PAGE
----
By Robert Barnes
Washington Post Staff Writer
Friday, September 4, 2009
How seriously do they take change over at the Supreme Court? Very seriously.
It's not that the justices won't welcome Sonia Sotomayor as one of The Nine. But it sounds as if the prospect of a third new justice in four years is a bit traumatic -- even to one of the new justices.
"To some extent, it's unsettling," Chief Justice John G. Roberts Jr. told C-SPAN as part of a series of broadcasts the network plans about the court. "You quickly get to view the court as . . . composed of these members, and it becomes kind of hard to think of it as involving anyone else. I suspect it's like people look at their families." Roberts is approaching his fourth anniversary on the court.
"It's stressful for us because we so admire our colleagues," added Justice Anthony M. Kennedy. "We wonder, oh, will it ever be the same?"
C-SPAN is scheduled to begin broadcasting the series Oct. 4. But because Sotomayor will take the bench for the first time on Sept. 9, in a special hearing about the constitutionality of a campaign finance law, the network released some of the footage early, on Thursday.
This particular Supreme Court might be more averse to change than others, thanks to a recent period of stability. After Justice Stephen G. Breyer took the bench in 1994, the court went 11 years without a new member.
"As far as the composition of the court, you're bringing in basically -- and this word can be overused -- you're bringing in a family member," said Justice Clarence Thomas, who had served his entire career on the court with the man Sotomayor replaces, retired justice David H. Souter. "It changes the whole family. . . . You have to start all over. The chemistry is different."
Justices insist their friendships are deep despite competing judicial philosophies. Asked what she would tell the new justice, Ruth Bader Ginsburg replied: "I would say you will be surprised by the high level of collegiality here. This term, I think we divided 5 to 4 in almost one-third of all the cases. One might get a false impression on that degree of disagreement."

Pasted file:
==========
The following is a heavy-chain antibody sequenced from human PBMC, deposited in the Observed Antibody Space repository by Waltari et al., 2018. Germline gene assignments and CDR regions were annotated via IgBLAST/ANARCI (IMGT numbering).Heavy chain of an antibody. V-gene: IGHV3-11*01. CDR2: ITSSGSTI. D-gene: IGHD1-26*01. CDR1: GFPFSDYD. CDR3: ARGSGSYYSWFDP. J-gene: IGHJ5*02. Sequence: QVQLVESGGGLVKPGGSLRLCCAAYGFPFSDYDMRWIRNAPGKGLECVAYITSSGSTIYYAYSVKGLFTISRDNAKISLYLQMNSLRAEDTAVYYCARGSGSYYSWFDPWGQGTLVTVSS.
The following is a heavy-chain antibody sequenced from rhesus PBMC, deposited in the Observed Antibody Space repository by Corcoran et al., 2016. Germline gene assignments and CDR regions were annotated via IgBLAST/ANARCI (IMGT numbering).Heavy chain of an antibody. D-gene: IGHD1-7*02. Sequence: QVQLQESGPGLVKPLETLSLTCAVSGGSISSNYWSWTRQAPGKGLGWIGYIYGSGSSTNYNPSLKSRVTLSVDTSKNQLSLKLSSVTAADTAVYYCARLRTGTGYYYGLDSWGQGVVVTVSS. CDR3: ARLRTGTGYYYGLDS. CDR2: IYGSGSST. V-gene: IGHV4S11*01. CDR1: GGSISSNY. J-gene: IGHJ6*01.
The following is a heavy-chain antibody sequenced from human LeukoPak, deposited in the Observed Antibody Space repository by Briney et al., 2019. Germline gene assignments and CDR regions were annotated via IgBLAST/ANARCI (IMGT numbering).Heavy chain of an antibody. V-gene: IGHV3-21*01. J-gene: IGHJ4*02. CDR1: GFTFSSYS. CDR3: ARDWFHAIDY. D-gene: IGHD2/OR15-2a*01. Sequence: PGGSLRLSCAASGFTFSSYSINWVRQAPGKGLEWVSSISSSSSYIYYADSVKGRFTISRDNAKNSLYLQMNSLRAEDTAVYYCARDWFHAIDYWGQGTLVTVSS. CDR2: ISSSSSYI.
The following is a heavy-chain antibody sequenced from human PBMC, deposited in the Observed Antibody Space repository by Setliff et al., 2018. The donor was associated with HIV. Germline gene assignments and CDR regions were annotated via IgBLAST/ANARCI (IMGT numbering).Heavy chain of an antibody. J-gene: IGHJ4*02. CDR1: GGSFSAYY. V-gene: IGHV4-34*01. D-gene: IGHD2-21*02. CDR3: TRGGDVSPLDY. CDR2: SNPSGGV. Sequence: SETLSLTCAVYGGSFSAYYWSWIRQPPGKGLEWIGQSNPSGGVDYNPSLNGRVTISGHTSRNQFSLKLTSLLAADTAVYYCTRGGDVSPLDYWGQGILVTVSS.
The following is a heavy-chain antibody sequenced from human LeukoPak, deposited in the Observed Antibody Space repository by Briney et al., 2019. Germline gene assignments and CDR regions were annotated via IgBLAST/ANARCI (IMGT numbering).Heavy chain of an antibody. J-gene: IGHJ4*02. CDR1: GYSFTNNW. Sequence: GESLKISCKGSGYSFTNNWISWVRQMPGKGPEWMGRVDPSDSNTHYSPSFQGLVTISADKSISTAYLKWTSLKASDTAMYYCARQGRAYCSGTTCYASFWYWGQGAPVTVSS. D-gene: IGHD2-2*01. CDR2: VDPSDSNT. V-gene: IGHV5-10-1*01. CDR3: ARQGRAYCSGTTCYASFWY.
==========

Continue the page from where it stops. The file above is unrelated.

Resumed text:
Some justices do acknowledge that new blood can be good. "It can cause you to take a fresh look at how things are decided," Roberts allowed. "The new member is going to have a particular view about how issues should be addressed that may be very different from what we've been following for some time."
Kennedy had a slightly different take: "It gives us the opportunity, again, to look at ourselves to make sure that we're doing it the right way so that the new justice will be able to take some instruction from our example."
In the interviews -- all but one conducted after Sotomayor was nominated but before she was confirmed -- there was special note of the new justice being the court's third female member (108 men have been appointed to the court). Retired justice Sandra Day O'Connor, the first woman, reiterated her displeasure that she had not been replaced by someone of her sex -- "I've often said it's wonderful to be the first to do something, but I didn't want to be the last" -- and noted that it took more than 10 years after her confirmation for Ginsburg to join the court. It was another 16 years before Sotomayor.
And O'Connor spoke of an age-old problem: what to wear. "I didn't know anybody who made robes for women justices, and I think most of what was available was something like a choir robe or an academic robe." She ended up wearing a plain black one from her days as a judge in Arizona -- and then was criticized for not wearing some sort of judicial collar underneath it.
She recalled a note from someone who said she "looked like a washed-out justice."
Ginsburg showed off a lace collar she said was from South Africa. "You know, the standard robe is made for a man because it has a place for the shirt to show, and the tie," Ginsburg said. "So Sandra Day O'Connor and I thought it would be appropriate if we included as part of our robe something typical of a woman. So I have many, many collars."
Justice Samuel A. Alito Jr., the last before Sotomayor to join the court, seemed to have the most reason to welcome her. Asked about the "special privileges and responsibilities" of the rookie member, he quickly replied "I don't think the junior justice has any special privileges." He noted the newest member must answer a knock at the door when the justices are in their private conference, and, because no staff members are present, take the official notes of their decisions.
He also noted that the junior justice is the last to speak and the last to vote in those conferences. "By the time they got to me, I was either irrelevant or I was very important, depending on how the vote had come out," he said.